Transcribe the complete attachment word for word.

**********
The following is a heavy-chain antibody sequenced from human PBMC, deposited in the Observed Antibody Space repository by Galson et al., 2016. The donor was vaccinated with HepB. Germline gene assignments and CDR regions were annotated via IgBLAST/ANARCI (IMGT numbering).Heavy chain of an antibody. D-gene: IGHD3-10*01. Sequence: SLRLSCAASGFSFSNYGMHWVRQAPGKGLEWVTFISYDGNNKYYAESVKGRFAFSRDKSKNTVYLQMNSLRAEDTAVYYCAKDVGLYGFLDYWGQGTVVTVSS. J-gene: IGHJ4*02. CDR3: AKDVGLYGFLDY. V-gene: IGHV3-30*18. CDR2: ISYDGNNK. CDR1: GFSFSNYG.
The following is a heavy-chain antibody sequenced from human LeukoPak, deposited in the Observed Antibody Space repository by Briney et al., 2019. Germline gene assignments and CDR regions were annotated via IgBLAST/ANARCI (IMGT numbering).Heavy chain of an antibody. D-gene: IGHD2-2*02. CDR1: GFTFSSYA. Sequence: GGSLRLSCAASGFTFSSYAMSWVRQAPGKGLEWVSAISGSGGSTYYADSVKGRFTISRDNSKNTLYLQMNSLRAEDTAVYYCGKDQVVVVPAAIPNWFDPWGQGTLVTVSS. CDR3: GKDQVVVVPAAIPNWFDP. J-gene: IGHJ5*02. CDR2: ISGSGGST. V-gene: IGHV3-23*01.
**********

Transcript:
The following is a heavy-chain antibody sequenced from human PBMC, deposited in the Observed Antibody Space repository by Galson et al., 2016. The donor was vaccinated with HepB. Germline gene assignments and CDR regions were annotated via IgBLAST/ANARCI (IMGT numbering).Heavy chain of an antibody. D-gene: IGHD3-10*01. Sequence: SLRLSCAASGFSFSNYGMHWVRQAPGKGLEWVTFISYDGNNKYYAESVKGRFAFSRDKSKNTVYLQMNSLRAEDTAVYYCAKDVGLYGFLDYWGQGTVVTVSS. J-gene: IGHJ4*02. CDR3: AKDVGLYGFLDY. V-gene: IGHV3-30*18. CDR2: ISYDGNNK. CDR1: GFSFSNYG.
The following is a heavy-chain antibody sequenced from human LeukoPak, deposited in the Observed Antibody Space repository by Briney et al., 2019. Germline gene assignments and CDR regions were annotated via IgBLAST/ANARCI (IMGT numbering).Heavy chain of an antibody. D-gene: IGHD2-2*02. CDR1: GFTFSSYA. Sequence: GGSLRLSCAASGFTFSSYAMSWVRQAPGKGLEWVSAISGSGGSTYYADSVKGRFTISRDNSKNTLYLQMNSLRAEDTAVYYCGKDQVVVVPAAIPNWFDPWGQGTLVTVSS. CDR3: GKDQVVVVPAAIPNWFDP. J-gene: IGHJ5*02. CDR2: ISGSGGST. V-gene: IGHV3-23*01.